.XXX Arbitration to Be Held in September
ICM Registry is asking for a three-judge panel to rule in favor of its application to serve as .XXX registry operator because it met criteria set forth in a December 2003 request for proposal.
ICM Registry claims in more than a 1,000 pages of documents that ICANN acted inconsistently with its own articles of incorporation and bylaws.
Stuart Lawley, who is chairman and president of ICM Registry, told XBIZ Monday that the venue for arbitration will be in Washington, D.C., and not the Hague, as originally planned.
The neutrals involved, Lawley told XBIZ, include Judge Stephen Myron Schwebel, an independent arbitrator and counsel who is an expert on international law. Schewebel has been appointed in 50 international commercial arbitrations and in five intergovernmental arbitrations.
Schwebel will be joined by two other arbitrators — one from Europe, one from the U.S.
Lawley said he’s adamant about a victory using alternate dispute resolution.
“[It’s] always been a win for us in our opinion,” he said. “That's why we have invested more than $3 million to date in legal fees alone for this.”
ICM Registry saw its application to enable .XXX killed by the Internet policy-making board for a third time in March 2007 after three years of planning.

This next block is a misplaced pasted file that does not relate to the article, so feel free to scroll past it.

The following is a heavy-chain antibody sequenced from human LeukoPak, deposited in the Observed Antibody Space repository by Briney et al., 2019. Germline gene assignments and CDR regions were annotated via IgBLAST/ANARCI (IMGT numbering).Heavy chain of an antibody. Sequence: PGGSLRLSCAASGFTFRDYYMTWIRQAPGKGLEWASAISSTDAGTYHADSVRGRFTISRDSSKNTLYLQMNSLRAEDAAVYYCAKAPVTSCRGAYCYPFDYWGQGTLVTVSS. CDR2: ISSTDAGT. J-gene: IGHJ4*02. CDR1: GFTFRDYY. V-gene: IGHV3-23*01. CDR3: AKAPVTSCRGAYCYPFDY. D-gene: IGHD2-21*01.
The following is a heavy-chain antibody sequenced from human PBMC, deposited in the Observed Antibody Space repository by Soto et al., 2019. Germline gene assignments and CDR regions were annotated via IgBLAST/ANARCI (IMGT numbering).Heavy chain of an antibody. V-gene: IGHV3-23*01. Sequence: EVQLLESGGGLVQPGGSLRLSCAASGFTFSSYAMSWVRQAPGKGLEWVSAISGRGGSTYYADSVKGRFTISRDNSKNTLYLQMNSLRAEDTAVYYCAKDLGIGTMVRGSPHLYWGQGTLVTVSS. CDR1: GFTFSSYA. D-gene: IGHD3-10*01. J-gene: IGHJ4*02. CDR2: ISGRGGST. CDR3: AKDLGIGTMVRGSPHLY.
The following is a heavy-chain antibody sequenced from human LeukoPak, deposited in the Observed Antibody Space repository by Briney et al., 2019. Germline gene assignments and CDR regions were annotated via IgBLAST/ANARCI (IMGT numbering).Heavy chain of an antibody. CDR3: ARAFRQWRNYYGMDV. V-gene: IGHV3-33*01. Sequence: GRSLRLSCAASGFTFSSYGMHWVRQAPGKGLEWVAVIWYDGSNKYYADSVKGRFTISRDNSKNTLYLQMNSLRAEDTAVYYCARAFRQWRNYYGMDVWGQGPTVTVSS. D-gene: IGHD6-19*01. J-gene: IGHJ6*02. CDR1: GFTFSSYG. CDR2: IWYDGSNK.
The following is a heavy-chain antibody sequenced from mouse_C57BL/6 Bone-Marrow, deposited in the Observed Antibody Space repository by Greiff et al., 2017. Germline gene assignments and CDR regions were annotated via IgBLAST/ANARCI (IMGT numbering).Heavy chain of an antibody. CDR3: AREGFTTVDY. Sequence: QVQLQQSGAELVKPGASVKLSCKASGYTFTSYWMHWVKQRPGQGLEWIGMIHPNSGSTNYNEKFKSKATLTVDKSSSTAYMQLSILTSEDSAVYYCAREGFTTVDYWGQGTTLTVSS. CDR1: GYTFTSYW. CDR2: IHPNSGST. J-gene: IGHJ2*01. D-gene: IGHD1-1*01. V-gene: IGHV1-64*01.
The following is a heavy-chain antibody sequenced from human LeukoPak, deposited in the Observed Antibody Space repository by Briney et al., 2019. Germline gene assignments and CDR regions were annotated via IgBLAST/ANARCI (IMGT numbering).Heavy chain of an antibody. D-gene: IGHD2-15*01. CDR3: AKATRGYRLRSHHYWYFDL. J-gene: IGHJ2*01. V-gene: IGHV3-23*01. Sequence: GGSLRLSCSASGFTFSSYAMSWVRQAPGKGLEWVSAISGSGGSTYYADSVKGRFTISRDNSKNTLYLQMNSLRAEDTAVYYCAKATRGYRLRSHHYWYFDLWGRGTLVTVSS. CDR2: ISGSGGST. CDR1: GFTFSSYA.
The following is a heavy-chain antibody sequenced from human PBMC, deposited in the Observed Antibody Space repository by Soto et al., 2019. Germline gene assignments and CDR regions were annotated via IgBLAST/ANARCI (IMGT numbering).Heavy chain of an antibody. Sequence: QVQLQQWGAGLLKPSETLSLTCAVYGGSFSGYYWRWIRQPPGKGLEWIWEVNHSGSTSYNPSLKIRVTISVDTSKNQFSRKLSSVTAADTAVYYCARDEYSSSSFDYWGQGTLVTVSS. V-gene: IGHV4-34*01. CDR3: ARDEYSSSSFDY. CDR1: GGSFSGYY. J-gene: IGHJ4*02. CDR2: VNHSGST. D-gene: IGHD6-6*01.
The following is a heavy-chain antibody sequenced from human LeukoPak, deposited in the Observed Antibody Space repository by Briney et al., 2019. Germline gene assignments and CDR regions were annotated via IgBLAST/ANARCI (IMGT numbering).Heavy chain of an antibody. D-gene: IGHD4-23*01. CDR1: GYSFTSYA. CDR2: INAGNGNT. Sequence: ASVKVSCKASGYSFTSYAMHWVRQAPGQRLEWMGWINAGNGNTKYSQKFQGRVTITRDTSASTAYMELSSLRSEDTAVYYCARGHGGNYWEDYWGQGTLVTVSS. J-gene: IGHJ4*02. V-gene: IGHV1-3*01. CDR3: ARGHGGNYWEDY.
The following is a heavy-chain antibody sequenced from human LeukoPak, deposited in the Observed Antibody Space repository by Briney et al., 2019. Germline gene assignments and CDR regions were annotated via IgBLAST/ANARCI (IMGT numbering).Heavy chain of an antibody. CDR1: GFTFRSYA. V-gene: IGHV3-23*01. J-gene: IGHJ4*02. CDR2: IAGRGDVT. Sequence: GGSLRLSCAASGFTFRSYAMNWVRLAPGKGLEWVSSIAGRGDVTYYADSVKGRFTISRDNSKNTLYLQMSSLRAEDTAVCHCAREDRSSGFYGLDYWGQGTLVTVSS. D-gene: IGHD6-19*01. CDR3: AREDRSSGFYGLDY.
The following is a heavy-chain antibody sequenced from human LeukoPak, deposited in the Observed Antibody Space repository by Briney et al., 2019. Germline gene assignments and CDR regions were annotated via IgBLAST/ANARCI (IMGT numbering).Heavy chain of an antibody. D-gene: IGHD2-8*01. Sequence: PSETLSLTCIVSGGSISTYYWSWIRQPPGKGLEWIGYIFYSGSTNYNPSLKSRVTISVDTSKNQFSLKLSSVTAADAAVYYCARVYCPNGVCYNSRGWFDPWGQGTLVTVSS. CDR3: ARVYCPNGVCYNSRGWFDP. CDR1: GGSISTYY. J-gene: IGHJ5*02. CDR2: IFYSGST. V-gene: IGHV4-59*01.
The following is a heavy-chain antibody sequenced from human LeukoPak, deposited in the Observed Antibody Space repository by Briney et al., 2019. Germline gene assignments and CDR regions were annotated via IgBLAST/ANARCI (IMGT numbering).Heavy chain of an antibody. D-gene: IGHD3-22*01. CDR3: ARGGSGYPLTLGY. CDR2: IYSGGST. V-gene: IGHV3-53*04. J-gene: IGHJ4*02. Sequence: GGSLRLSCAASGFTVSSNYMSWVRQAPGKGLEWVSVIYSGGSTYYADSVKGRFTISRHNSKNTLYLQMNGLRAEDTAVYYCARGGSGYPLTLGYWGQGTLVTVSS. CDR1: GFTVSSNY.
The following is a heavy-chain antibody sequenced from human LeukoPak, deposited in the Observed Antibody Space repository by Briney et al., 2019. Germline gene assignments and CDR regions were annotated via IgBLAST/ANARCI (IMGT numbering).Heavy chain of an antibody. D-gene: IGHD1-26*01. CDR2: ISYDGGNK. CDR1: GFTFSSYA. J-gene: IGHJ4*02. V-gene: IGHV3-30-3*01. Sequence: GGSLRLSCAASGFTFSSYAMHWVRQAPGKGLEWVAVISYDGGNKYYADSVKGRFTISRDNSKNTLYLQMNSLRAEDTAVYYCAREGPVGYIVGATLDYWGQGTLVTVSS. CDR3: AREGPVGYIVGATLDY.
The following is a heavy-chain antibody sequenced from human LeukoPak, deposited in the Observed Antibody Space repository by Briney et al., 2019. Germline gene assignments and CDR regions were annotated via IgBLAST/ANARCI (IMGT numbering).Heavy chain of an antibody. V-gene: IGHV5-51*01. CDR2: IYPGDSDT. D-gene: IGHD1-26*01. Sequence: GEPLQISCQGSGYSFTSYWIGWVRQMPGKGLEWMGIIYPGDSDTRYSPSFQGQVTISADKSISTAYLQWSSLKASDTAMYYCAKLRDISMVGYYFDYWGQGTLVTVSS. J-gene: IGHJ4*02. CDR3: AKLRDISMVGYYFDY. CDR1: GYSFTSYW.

The scuttled proposal would have made ICM Registry required to contract third parties to monitor registrant compliance with content site-labeling requirements.
It also would have been required to create a set of “best practices” to protect children online and fund the International Foundation for Online Responsibility, an independent organization ICM has said it would create if approved. ICM pledged to donate $10 of the proposed annual fee of $60 for a .XXX domain name to child-protection groups and require users of .XXX to label their content.
ICM Registry briefs submitted by Washington, D.C., law firm Crowell & Moring in late January contend that ICANN’s decision to nix .XXX were arbitrary.
Lawley contends that the reasons that ICANN cited as the basis for its denial of ICM’s application were false and pretextual — “a mere cover for ICANN’s bowing to undue political pressure.”
The brief was referring to alleged pressure from the U.S. Commerce Department, which ICM Registry accused of working behind the scenes to kill .XXX. Later, a federal judge ruled against ICM Registry in its bid to gain access to conversations between ICANN and the federal agency through a Freedom of Information Act suit.
ICM Registry also contends that a .XXX proposal has a lot of support among online adult businesses because so many of them sought domain name addresses with the .XXX suffix.
“There is substantial industry support for the .XXX domain, as evidenced by the letters of support submitted with ICM’s application and the large number of providers that have participated in ICM’s pre-reservation program, which allows for applicants to reserve domain names in advance of the approval of the sTLD application for .XXX,” the brief said. “To date, over 100,000 such pre-reservations have been made.”